3. It's not just InstCombine (and InstSimplify, etc.), but we might
also need to teach other passes about the intrinsics and their types
(GVN?). It's not clear that the problem will be well confined.

5. Optimizing code written with SV intrinsic calls can be done
with about the same implementation effort in both cases
(builtins and changing the IR.) I do not believe that changing
the IR to add SV types makes any optimizer work magically out
of a sudden: no free lunch. In both cases we need to amend
all the passes that remove inefficiencies in code written with
SV intrinsic calls.

6. We will need a new SV auto-vectorizer pass that relies less on
if-conversion, runtime disambiguation, and unroll for the prolog/epilog,

It's not obvious to me that this is true. Can you elaborate? Even with
SV, it seems like you still need if conversion and pointer checking, and
unrolling the prologue/epilogue loops is handled later anyway by the
full/partial unrolling pass and I don't see any fundamental change there.

What is true is that we need to change the way that the vectorizer deals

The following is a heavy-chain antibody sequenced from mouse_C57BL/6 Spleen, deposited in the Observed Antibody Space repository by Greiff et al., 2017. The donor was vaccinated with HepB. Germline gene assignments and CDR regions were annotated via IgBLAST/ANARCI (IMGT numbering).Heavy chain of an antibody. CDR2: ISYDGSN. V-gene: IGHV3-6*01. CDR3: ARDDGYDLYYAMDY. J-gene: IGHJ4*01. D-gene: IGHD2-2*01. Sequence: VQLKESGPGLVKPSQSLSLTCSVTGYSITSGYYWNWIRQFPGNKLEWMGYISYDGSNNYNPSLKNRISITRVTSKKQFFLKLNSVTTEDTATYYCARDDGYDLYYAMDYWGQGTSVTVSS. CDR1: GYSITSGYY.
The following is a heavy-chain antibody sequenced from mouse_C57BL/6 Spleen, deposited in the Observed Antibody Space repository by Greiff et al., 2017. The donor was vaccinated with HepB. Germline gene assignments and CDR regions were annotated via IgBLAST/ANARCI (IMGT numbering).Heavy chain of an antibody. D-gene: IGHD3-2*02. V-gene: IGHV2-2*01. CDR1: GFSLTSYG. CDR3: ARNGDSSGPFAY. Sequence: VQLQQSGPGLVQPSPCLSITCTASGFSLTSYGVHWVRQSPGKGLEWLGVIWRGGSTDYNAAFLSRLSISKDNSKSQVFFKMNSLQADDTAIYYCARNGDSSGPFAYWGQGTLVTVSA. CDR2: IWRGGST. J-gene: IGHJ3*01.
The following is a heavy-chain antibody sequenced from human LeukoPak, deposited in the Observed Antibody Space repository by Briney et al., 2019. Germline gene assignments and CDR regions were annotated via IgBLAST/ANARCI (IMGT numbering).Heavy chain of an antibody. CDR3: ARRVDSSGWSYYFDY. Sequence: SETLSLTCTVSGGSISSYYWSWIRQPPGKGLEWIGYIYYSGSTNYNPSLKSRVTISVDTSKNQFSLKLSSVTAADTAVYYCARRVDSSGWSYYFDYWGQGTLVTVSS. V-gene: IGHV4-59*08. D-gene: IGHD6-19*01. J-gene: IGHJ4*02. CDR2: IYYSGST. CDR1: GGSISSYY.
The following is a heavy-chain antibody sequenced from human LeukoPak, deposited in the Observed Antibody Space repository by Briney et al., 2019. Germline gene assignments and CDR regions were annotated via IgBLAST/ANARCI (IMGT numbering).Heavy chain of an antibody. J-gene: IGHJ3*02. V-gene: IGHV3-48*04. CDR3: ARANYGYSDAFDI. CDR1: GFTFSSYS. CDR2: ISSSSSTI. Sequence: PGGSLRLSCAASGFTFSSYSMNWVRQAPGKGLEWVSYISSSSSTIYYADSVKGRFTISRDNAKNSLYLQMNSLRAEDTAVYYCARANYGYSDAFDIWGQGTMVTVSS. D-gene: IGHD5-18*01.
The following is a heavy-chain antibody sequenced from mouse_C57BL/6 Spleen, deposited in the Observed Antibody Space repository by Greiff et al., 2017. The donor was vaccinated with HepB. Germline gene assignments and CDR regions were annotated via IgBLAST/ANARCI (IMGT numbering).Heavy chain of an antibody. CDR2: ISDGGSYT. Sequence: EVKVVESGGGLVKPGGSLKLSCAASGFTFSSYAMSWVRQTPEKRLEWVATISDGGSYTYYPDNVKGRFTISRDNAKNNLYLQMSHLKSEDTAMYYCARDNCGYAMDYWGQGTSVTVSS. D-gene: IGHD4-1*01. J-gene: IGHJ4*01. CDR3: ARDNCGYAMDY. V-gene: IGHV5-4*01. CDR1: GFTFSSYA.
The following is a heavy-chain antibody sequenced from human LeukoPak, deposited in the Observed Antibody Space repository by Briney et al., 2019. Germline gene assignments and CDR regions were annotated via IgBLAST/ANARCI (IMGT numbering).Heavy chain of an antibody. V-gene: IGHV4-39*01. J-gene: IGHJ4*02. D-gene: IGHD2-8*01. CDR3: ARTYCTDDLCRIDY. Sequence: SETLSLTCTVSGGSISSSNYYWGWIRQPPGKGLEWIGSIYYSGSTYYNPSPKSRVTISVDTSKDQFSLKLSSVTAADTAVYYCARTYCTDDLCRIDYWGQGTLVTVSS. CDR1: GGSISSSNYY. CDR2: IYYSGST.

with horizontal operations (e.g., reductions) - these all need to turn
into intrinsics to be handled later. This seems like a positive change,
however.

as the HW is helping with all these cases and expands the number
of loops that can be vectorized.
Having native SV types or just plain builtins is equivalent here
as the code generator of the vectorizer can be improved to not
generate inefficient code.

This does not seem equivalent because while the mapping between scalar
operations and SV operations is straightforward with the adjusted type
system, the mapping between the scalar operations and the intrinsics
will require extra infrastructure to implement the mapping. Not that
this is necessarily difficult to build, but it needs to be updated
whenever we otherwise change the IR, and thus adds additional
maintenance cost for all of us.

Thanks again,

Hal